Bruce Ramsey / Times editorial columnist
To much of the Muslim world, American culture is the culprit
Recall the lurid photos of Private Lynndie England, United States Army. At Abu Ghraib, she was pulling an Iraqi man on a leash.
Liberals said it was "torture." It violated the Geneva Conventions.
Conservatives, hard-wired to "support our troops," said it was no big deal. Rush Limbaugh compared it to a fraternity hazing. Heh, heh.
"Most Muslims did not view it as a torture story at all," writes Dinesh D'Souza in his book, "The Enemy at Home." To the Muslims, Abu Ghraib was a story of sexual perversion. D'Souza quotes a Muslim businessman in Turkey: "What the female American soldier in uniform did to the Arab man, strip him of his manhood and pull him on a leash, this is what America wants to do to the Muslim world."
Before we say: Nonsense! — we might consider D'Souza's argument. His book makes other claims I set aside, but on the 9/11 question — Why do they hate us? — he argues plausibly that their objection is our spreading of an immoral culture.
We like American culture. We may criticize it, but it is ours and we resent it when others pick at it. When we see that much of the world is drawn to our ways, we think it's good. There is a thought, often not expressed, of an American world — which, as you might expect, may be unwelcome. And because America by global standards has a liberal culture, the strongest resistance is from the world's conservatives. Particularly the Muslims.
I worked with Muslim colleagues for several years on a magazine in Asia. We sometimes wrote about Islamic religion and politics, and had to be careful not to insult Islam. It was not that difficult — not nearly as difficult as keeping on the good side of some of the governments over there. It was not difficult to get along with Muslim colleagues, either. They were all decent people, serious about their religious duties and respectful of the religious duties of Christians.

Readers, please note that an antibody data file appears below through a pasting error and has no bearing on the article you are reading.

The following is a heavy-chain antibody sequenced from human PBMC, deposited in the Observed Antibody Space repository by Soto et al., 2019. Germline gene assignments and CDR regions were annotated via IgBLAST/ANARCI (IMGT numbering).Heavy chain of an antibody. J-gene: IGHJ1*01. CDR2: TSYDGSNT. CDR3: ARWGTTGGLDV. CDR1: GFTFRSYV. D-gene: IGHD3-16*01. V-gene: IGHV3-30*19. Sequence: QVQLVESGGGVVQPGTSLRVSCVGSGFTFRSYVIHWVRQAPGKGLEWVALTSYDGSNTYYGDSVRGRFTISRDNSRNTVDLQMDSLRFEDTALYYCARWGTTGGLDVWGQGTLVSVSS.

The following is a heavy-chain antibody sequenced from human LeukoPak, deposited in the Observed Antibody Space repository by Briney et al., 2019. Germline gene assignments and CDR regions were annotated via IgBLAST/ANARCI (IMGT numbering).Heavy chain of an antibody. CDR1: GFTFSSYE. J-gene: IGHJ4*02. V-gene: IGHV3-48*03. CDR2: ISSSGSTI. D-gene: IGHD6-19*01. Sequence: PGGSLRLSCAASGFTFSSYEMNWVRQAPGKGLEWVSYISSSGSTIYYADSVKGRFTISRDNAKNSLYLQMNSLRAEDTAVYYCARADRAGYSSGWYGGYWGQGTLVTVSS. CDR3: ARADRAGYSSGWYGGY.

And they were conservative people. As D'Souza says, they were drawn to American culture in some ways, but wary of Western ideas of easy sex and of a definition of human rights that would undermine the traditional family.
D'Souza goes on to argue that America's political conservatives, who also tend to religious conservatism, should be respectful of ordinary Muslims. And yet in 2004, when American soldiers made pornography of Muslims at Abu Ghraib, American conservatives gave Muslims no support.
In 2005, when a newspaper in Denmark printed cartoons blasphemous to Muslims, American conservatives did it again. They defended the Danes. They supported not only their right to print the cartoons, which was OK, but their decision to print them. Some Seattle-area conservatives posted the cartoons on the Internet. Others wore little Danish flags.
A few years ago, when an artist painted the Virgin Mary and splattered her image with elephant dung, did America's conservatives defend the New York gallery's decision to display it? No. They denounced it as a gratuitous attack on Christians, which it was. Would they defend an attack on Judaism? Never. An attack on Islam? Heh, heh. Freedom of speech!
That says clearly: Our religion counts; yours doesn't.
Right after 9/11, Christians and Jews in Seattle stood in support of the Muslims. It was a fine moment, and it was the liberal denominations that led it. Political conservatives tend toward a bombings-and-beheadings view of Islam. Listen to their radio shows and you can hear it. Their tribalism overwhelms their sympathy. They fail to see that ordinary Muslims are a lot like them. The Muslims are not liberals, and their feeling for God, family and country is about the same. They are outraged when excrement is smeared on their symbols, just as conservatives are.
None of which seems to make any difference.
Bruce Ramsey's column appears regularly on editorial pages of The Times. His e-mail address is email@example.com
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